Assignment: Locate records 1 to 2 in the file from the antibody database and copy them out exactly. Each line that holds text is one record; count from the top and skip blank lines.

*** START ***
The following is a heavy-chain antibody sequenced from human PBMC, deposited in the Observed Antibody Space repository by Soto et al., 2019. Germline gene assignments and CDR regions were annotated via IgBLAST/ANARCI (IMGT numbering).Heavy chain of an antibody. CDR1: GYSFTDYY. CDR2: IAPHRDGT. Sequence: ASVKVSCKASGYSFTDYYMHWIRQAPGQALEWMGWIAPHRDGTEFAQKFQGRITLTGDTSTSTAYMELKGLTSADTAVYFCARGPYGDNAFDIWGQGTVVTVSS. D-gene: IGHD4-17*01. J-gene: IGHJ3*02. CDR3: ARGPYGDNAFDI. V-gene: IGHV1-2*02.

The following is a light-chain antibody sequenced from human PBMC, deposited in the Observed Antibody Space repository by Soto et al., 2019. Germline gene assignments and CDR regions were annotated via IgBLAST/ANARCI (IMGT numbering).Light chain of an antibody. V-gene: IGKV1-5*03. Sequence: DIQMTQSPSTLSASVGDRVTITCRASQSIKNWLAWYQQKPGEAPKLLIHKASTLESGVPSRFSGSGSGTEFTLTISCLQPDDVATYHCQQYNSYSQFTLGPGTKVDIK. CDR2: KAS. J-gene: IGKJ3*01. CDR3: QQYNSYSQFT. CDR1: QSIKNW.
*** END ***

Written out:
The following is a heavy-chain antibody sequenced from human PBMC, deposited in the Observed Antibody Space repository by Soto et al., 2019. Germline gene assignments and CDR regions were annotated via IgBLAST/ANARCI (IMGT numbering).Heavy chain of an antibody. CDR1: GYSFTDYY. CDR2: IAPHRDGT. Sequence: ASVKVSCKASGYSFTDYYMHWIRQAPGQALEWMGWIAPHRDGTEFAQKFQGRITLTGDTSTSTAYMELKGLTSADTAVYFCARGPYGDNAFDIWGQGTVVTVSS. D-gene: IGHD4-17*01. J-gene: IGHJ3*02. CDR3: ARGPYGDNAFDI. V-gene: IGHV1-2*02.

The following is a light-chain antibody sequenced from human PBMC, deposited in the Observed Antibody Space repository by Soto et al., 2019. Germline gene assignments and CDR regions were annotated via IgBLAST/ANARCI (IMGT numbering).Light chain of an antibody. V-gene: IGKV1-5*03. Sequence: DIQMTQSPSTLSASVGDRVTITCRASQSIKNWLAWYQQKPGEAPKLLIHKASTLESGVPSRFSGSGSGTEFTLTISCLQPDDVATYHCQQYNSYSQFTLGPGTKVDIK. CDR2: KAS. J-gene: IGKJ3*01. CDR3: QQYNSYSQFT. CDR1: QSIKNW.